In Athens on 2 February this year, Kevin Rudd spoke of the broad architecture of a comprehensive settlement for ‘an independent and secure Israeli state and an independent and secure Palestinian state’.

Moreover, he singled out elements of an agreement which would be uncomfortable for the Israelis: These elements include the 1967 borders, with mutually agreed land swaps; the question of the right of return; the question of Jerusalem and the holy sites; as well as necessary security guarantees.

More recently, the Foreign Minister issued a press release (1 October) on Israeli settlement building. His statement simply recorded the Australian Government’s ‘disappointment’ at Israel’s announcement that it would build approximately 1,100 new housing units in East Jerusalem and carefully avoided any use of the term ‘occupation’. It was a start but a timid one.

Uncomfortable choices for Israel

It is, in short, rare to hear an Australian politician offering specifics on the uncomfortable choices that Israel faces. Note too that not one of these pronouncements, to my knowledge, was picked up or commented on in the mainstream press.

So the debate is muffled with media commentators rarely choosing to identify the trends.

The fact is, there are two universes on this issue — the real and the virtual.

There’s the little duck pond of Australian politics with its spiteful infighting, corrupted values, a ‘commentariat’ of miniscule proportions interviewing each other ad nauseum, and massive reliance on favours and funding tied to interest groups — in short, deficient leadership shackled to the shunning of public mood and encouraged by a tendency to dumb issues down; …

… and there’s the real world.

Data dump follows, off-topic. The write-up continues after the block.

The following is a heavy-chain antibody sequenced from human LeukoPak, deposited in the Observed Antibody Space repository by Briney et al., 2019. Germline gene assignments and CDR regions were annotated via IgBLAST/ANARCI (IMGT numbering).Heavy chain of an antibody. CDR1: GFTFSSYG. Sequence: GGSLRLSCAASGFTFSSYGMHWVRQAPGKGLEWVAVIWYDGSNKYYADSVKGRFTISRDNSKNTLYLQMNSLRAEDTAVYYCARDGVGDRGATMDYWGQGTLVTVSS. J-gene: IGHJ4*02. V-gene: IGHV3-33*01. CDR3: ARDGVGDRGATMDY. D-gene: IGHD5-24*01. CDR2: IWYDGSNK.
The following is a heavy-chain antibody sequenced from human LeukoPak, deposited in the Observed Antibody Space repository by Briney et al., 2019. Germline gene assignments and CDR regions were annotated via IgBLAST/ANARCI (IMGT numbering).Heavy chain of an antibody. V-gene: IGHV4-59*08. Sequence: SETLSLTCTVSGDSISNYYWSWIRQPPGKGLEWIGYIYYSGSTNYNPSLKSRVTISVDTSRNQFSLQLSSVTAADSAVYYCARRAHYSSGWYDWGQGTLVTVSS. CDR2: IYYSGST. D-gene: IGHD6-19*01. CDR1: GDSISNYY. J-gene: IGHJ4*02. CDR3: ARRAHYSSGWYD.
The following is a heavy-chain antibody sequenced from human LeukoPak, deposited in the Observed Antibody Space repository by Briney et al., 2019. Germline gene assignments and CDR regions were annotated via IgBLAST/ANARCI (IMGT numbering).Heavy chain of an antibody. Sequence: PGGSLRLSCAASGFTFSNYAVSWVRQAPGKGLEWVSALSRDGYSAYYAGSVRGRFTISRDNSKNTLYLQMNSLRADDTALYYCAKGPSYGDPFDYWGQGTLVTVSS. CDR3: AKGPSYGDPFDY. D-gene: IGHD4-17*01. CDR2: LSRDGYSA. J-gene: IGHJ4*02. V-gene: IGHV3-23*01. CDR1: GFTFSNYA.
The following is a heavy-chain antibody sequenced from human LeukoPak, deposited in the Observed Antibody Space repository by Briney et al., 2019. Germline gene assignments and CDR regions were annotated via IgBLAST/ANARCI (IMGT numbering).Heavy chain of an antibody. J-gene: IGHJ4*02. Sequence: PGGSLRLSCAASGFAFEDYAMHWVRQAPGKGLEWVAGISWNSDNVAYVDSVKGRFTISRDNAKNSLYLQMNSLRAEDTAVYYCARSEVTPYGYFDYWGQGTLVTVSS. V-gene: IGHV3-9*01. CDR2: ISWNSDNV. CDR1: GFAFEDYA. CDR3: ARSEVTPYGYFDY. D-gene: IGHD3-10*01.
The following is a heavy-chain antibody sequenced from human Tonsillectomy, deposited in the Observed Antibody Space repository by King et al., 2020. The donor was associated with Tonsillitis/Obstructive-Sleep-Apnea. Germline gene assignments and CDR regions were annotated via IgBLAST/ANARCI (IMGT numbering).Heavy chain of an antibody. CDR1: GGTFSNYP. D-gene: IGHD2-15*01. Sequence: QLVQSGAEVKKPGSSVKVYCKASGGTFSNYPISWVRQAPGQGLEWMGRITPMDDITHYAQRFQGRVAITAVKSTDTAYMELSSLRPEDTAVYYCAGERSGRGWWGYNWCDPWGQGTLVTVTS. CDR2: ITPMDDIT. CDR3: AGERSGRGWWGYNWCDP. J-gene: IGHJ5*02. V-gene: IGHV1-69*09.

‘Missing an opportunity’ (Gareth Evans)

Gareth Evans’s remarkable opinion piece syndicated last month underlines this lack of public debate. I worked under Evans on his efforts to nudge South Africa towards a peaceful resolution of its massively embedded problems. He knew how international pressure could help mould internal forces.

Evans was always aware that ideals have to be married to the realisable. In his recent syndicated opinion piece (reported in the SMH on 23 September) he reflects the views of former Israeli Prime Minister Rabin in this terms:

Rabin knew that the only way to ensure a democratic Jewish state with viable, secure borders was to accept a Palestinian state alongside it, equally secure and viable. They would share Jerusalem as a capital, and find a mutually acceptable solution to the enormously sensitive issue of the return of Palestinian refugees. … it is overwhelmingly in Israel’s own interest to defuse this issue by accepting, once and for all, that Palestinian statehood is an indispensable requirement of its own long-term peace and security. Indeed, Israel should treat the UN vote as an opportunity for a new start to negotiations, rather than an excuse for renewed confrontation. (Gareth Evans, Project Syndicate 23 Sept 2011)

Evans took this lesson further and urged that Australia should put itself on the right side of history by joining a vote in favour of Palestine’s admission to the UN. Given that Rudd reportedly prefers an abstention and the Prime Minister’s ‘thought bubble’ in The Australian of 21 September (noted earlier) puts her in the rejectionist camp, this is a sad reflection of how far from real principle Australian Labor Party politics have strayed.

Indeed Gillard seems determined to use this issue as a ‘wedge’ against Rudd, thus driving Australia’s position even further into line with an isolated Israel. In that extraordinary intervention in the foreign policy process, mentioned above, Gillard argues: ‘no UN resolution will change present realities on the ground. That is why we believe direct negotiation is the only true path to peace’.

This, of course, is pure Israel-speak. Spelt out it means the following: We don’t want the UN in on this; we want Israel to sort it out with a beaten, humbled, neutered and demoralized rump entity; Israel to keep the Jordan Valley, all of Jerusalem and its environs, the ‘settlement blocks’ and the chunks of territory already annexed by the West Bank wall and sundry other bits and pieces that the IDF would like to keep. This leaves only 40 percent of pre-1967 Palestine for the Palestinians — in other words, back to a Palestine enjoying virtually no attributes of a viable state.

Gillard‘s article plays mind games with Rudd just as he appears to be attempting to nudge policy back towards the more traditional elements that at least resembled an attempt at balance and a viable outcome, not just a stitched-up deal that would attract no international support.